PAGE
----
I contacted the company that was supplying the remaining exterior doors and requested that they be delivered with ADA compliant thresholds, which look exactly like standard units, but with a lower profile.  Installation was uneventful and the wheelchairs rolled smoothly over the thresholds.

I learned two things from this experience: a) you must specify ADA compliant thresholds when ordering exterior doors for an accessible home, because, even if the door company knows they are available, it may not be intuitive to include them, and b) if you are remodeling or otherwise working with standard thresholds, adaptor kits are available, except for double doors.



Tuesday, July 8, 2014

Blog #4: John and Barbara’s Ramps

John and Barbara are a couple in their mid-90’s.  They live in a beautiful home with spectacular views; in fact, they are the only people I know that have a written list of prospective buyers to contact if they ever decide to sell their home.  The problem is that the home was built in the early 1980s and it has a sunken living room, which was the style back then.  Everywhere you go in the house, you need to go up or down two steps. 

As John and Barbara have grown older, maneuvering around the house has become increasingly difficult and Barbara has fallen a few times.  It was time to sell and move to a more accessible residence and they began looking for a new home.  They hated the idea of giving up their spectacular view, but even more distressing was the idea of packing up a lifetime of furniture and memories and downsizing to a new home.  They finally realized that the next time they moved, it should be to assisted living; however, they were still quite active and not ready to take that step.

John came to Whiteley & Whiteley and asked if there was anything we could do to make their home more accessible.  Diane and David Whiteley surveyed the residence and recommended ramps in two areas where travel was most frequent and handrails in a few other places, where ramps were impractical.  John was concerned that the ramps would make the home look “institutional” but agreed to the project with two conditions: a) the ramps had to look like they had always been there and b) they had to look like furniture.

Diane and David began designing the ramps, incorporating some of the design elements used in other parts of the home.  They decided to use maple to create the furniture affect and had the ramps built by a third-generation craftsman.  The ramp between the living room and kitchen was designed at an angle, because the living room furniture was already placed at angles, helping the ramp to blend in.  The ramps were stained using two wood tones and given a satin polyurethane finish.  Matching wood handrails were installed every other place steps were located.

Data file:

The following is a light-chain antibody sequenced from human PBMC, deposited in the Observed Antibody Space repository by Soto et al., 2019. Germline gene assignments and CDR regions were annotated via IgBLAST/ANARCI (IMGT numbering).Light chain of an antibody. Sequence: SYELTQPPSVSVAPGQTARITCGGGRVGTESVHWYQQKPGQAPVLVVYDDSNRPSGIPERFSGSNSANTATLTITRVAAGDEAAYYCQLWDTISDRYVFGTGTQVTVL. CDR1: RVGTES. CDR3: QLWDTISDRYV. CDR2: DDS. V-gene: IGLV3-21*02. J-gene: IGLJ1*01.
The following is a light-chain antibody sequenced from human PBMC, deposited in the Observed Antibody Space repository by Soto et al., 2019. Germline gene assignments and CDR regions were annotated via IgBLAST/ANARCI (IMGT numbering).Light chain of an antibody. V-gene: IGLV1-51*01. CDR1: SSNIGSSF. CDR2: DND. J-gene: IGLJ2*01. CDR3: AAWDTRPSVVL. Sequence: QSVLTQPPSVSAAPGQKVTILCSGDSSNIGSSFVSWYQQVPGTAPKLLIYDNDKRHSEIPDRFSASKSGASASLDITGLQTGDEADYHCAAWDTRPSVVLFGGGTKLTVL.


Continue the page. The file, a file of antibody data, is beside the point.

The ramps were installed a few years ago and John and Barbara still live comfortably in their beautiful home.  Barbara has not fallen since the ramps were installed and they no longer think about moving.  The cost of the ramps (hand-crafted, maple ramps are expensive) was more than offset by the savings in not moving and not paying the monthly fee for assisted living.  And, the view from their home is . . . priceless.

Tuesday, July 1, 2014

Natasha's Bathroom (Con't):

Blog #3 – Natasha’s Bathroom (Con’t.): 

Last week, we described how Whiteley & Whiteley redesigned a Jack and Jill bathroom to increase useable floor space for wheelchair accessibility.  This week we will review the amenities within the bathroom – vanity, toilet, etc.  The job went smoothly, but we did have some challenges along the way.

Whiteley & Whiteley has designed several homes and remodels to accommodate wheelchairs, but most of them were designed for aging parents or adult children.  We had, in the past, carefully measured for optimum vanity height and found that we always ended up at the ADA standard ( 34”), so we stopped measuring.  This time, when Natasha rolled up to the vanity, we had a problem; Natasha is 7-years old and significantly smaller than our previous clients, so the standard ADA vanity was four inches too high.  The solution was to cut down and rebuild the vanity to accommodate Natasha.  Lesson learned, always measure.  Natasha has some difficulty raising her arms, so we placed the faucet on the side of the lavatory, making it easier to reach.  Her grip strength is also an issue, so we provided a “touch” faucet – touch it anywhere and the water flows.  Natasha and her sister spent about an hour washing their hands over and over the first day.